A tale of two walls

 

Flexibility is a key part of the design and construction process.  You can present the client an amazing vision but sometimes real world limitations can force major changes in approach after everything has been set.  Research and experience help to limit issues, but sometimes unexpected problems still pop up in the form of hidden obstructions, out-of-stock materials, or in this case, unforseen restrictions on construction.  For this roof terrace project I proposed a living mosaic for a large blank wall behind a seating area.  The abundant sun and dry conditions were perfect for a living painting, something special and unusual right where people would be able to see it closely and appreciate it.  I came up with a large abstract composition based partially on the billboard of T.J Eckleberg in "The Great Gatsby" and Alexander Hamilton's eye on the $10 bill.  I thought it would be striking and fun and DC-appropriate on a grand scale (6’ tall by 12’ wide) and knew it  would be visible from blocks away.  The mosaic would be composed of a grid of plastic cellular trays, mounted vertically on the building wall and watered with a specialized irrigation system.

I broke the design into 600 colored pixels with each cell having its particular color/plant type. Each tray was coded and numbered so that when installed the trays linked to create a seamless pattern.  I calculated the weights of each tray filled with wet soil and plants and it seemed like everything was going well…until it turned out that we weren’t be allowed to affix anything heavier than a sconce to the condominium wall after all.  Unfortunately we’d already planted the cellular grid with all the sedum  and it was rooting in at a 60 degree angle before we permanently affixed it to the wall at 90 degrees, see photos of the process below:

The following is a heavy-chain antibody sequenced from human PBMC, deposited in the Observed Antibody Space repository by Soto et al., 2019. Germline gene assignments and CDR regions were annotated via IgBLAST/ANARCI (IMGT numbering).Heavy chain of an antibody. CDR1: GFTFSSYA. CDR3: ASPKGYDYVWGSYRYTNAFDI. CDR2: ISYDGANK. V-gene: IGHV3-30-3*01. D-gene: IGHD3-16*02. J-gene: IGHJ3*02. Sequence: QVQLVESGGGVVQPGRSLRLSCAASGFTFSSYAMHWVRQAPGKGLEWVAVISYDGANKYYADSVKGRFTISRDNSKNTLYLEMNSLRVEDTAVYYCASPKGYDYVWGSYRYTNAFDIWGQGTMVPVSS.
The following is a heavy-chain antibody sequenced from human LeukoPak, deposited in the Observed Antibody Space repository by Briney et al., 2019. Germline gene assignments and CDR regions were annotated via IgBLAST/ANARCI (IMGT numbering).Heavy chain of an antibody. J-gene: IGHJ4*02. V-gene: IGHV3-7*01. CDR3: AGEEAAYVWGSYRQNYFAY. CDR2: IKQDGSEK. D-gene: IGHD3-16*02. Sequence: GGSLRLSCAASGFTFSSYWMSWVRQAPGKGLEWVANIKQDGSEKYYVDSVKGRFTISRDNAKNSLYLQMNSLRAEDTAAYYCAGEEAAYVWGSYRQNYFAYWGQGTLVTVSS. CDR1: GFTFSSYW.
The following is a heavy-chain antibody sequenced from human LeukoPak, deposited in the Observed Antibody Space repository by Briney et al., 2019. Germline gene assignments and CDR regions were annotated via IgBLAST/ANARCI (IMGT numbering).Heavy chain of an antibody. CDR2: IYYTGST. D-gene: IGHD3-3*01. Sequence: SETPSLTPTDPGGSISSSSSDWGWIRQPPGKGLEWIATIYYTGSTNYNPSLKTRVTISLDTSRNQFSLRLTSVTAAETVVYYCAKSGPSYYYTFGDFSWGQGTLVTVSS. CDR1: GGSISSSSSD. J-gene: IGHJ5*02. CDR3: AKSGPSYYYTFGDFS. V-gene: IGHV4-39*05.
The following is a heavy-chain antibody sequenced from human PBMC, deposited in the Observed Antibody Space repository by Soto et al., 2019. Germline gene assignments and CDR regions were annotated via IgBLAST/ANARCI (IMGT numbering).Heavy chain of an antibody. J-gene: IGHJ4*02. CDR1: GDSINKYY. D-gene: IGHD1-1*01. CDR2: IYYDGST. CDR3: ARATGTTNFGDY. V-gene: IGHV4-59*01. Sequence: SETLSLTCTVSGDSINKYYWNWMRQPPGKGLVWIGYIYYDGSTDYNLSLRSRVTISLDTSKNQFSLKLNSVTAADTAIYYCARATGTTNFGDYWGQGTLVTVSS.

I had to completely redesign the element.  I knew I wanted to keep the idea of the mosaic and the general size and shape, it just couldn't be heavy and filled with water.  I'd worked with aluminum flashing on a previous project and thought using various thin metal sheets that would age to different colors would be a striking and simple way to create the same look.

Since we couldn’t attach anything to the wall, I designed a frame that was self-supporting, yet also sat flush with the wall surface to make it appear as if it was part of the wall.  Since the frame was free-standing, weight became key.  Too little and it could be blown off the windy roof, too much and it could overload the roof.  Working with a metal fabricator I designed a modular tubular aluminum system (which come up in pieces via the service stair since it was too large for the elevator) that weighed about 250 lbs.  

The frame held a steel grid system that we then attached metal foil squares to…very light and creates an interesting element of movement as they swing in the wind. Here's one of the panels ready to go up in the elevator:

To give the pieces some depth and character, they were patinated after being attached and the copper ended up matching the color of the couch accent cushions perfectly…the designer’s version of a happy ending!